Sky listened through the years as the window for release became narrower, concreting either side of New Year. Rockets and horsetails were sent spiralling above the houses before this time of course, but Sky just viewed these little interludes as a way to taste the product before indulging in her annual narcotic treat.
The hours ticked by. Sky felt a change echo through her from one side of the globe to the other, vibrating out from Kiritimati across the pacific seaboard and beyond.
The colours slipped into her air currents, scorching through virga, each individual spark tasting like obsolescence.
The changing of the year shifted like tradewinds, coming closer and closer to Europe. Sky danced across cities, feeling the mass of population move out into the streets, into her ice cold caress. She touched their skin, kissing their eyelashes and cheeks for the high they were about to gift her.
First Westminster’s tower struck the death of the old year. A spectral glow spread through Sky’s atoms, every flake of burning metal dancing through her like a dying swan. She embraced them, twisting each on thermals and eddies of air till it fell to the ground grey, spent and dull.
Time passed and Sky waited, still and cold, bringing rime to bricks and beards.
In Paris and Munich the hour reached midnight and the cities exploded in a forest of flame. Time Rain and Crossettes glanced through her, each one bringing a rush of ecstasy as Sky enveloped them. Barium, cesium and Rubidium burnt in mag stars and horsetails. Percussion forced the explosions ever higher. Sky fed them more oxygen, extending the high, the cold hallucinogenic indulgence. She spun the colours into tapestries of fire, each exploding cardboard tube tasting like the brush of a thousand circling sharks.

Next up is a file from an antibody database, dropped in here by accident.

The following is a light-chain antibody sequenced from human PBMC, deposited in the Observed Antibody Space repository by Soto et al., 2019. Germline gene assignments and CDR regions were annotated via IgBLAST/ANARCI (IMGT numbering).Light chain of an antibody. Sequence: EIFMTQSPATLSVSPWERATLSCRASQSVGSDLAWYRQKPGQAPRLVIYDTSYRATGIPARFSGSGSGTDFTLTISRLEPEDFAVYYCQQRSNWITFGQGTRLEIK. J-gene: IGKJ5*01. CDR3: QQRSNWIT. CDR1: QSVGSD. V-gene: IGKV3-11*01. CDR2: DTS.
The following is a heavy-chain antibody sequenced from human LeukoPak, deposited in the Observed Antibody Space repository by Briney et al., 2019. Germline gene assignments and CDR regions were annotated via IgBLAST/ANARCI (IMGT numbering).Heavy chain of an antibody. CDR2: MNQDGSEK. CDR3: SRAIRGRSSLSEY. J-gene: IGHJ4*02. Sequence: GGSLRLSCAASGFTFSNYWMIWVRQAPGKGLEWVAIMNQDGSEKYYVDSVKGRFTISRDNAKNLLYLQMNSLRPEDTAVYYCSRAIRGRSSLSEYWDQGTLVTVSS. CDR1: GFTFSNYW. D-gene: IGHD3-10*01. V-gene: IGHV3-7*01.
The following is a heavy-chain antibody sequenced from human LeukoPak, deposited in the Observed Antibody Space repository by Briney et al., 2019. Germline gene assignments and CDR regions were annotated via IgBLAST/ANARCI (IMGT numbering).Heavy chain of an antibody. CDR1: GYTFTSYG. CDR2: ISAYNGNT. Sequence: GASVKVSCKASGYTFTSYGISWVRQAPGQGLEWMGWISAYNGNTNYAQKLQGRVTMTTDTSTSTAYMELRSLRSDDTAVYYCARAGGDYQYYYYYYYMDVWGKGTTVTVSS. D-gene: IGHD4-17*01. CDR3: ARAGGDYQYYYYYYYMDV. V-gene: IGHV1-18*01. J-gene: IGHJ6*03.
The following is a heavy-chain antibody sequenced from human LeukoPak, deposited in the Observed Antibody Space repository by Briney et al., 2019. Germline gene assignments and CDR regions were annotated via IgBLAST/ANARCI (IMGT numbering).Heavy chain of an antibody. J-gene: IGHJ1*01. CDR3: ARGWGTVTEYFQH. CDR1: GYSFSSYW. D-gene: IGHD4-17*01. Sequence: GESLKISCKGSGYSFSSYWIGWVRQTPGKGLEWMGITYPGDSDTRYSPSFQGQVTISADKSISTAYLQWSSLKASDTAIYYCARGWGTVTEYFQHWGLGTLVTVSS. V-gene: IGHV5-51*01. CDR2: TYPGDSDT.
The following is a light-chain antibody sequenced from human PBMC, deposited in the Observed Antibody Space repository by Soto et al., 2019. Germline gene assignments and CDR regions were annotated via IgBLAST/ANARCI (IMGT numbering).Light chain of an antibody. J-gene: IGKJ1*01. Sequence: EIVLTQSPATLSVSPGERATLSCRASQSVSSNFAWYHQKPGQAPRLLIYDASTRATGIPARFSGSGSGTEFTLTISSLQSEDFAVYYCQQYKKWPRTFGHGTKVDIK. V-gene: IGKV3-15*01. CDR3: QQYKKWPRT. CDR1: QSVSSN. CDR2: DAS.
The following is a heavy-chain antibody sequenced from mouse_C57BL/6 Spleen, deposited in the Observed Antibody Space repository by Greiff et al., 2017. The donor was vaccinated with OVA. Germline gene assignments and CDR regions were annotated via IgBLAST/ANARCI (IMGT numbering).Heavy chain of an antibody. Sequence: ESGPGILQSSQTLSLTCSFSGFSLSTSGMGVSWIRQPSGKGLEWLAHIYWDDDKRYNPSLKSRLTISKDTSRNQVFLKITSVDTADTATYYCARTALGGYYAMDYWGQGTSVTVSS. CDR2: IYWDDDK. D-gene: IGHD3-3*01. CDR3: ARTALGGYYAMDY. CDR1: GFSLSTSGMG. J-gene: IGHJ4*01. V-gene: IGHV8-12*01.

Sky vaguely felt the sound waves near the earth change, millions of small waves lapping against flesh lined wells. Even as she channelled more atoms of oxygen to the flames she felt her carbon dioxide dropping. Soon the first molecules of decay diffused through her, growing in intensity over the next few days. Sky no longer noticed. She was far beyond knowing, burning in her artificial chemical dream.
Since 2010 Steve Toase has been sending out tattered phantoms disguised as stories to haunt various publications such as Sein und Werden, Cafe Irreal, streetcake magazine, Weaponizer, nthposition and Byker Books. So far over thirty have found new homes in the wider world. His stories tend towards the unsettling and unreal, dealing with revenge, loss, faery, chess playing bears and ancient gods. In his writing Steve explores the places where other worlds seep into ours.
He recently came third in the Chorley Writers National Flash Fiction Competition, and in 2010 came third in the Malton Literature Festival Short Story competition.
Steve is also a book reviewer for Fortean Times and, under his nickname Hermann, writes regularly for BSH Custom Motorcycle Magazine. Visit his website at www.stevetoase.co.uk.
Filed under: Jabberwocky 13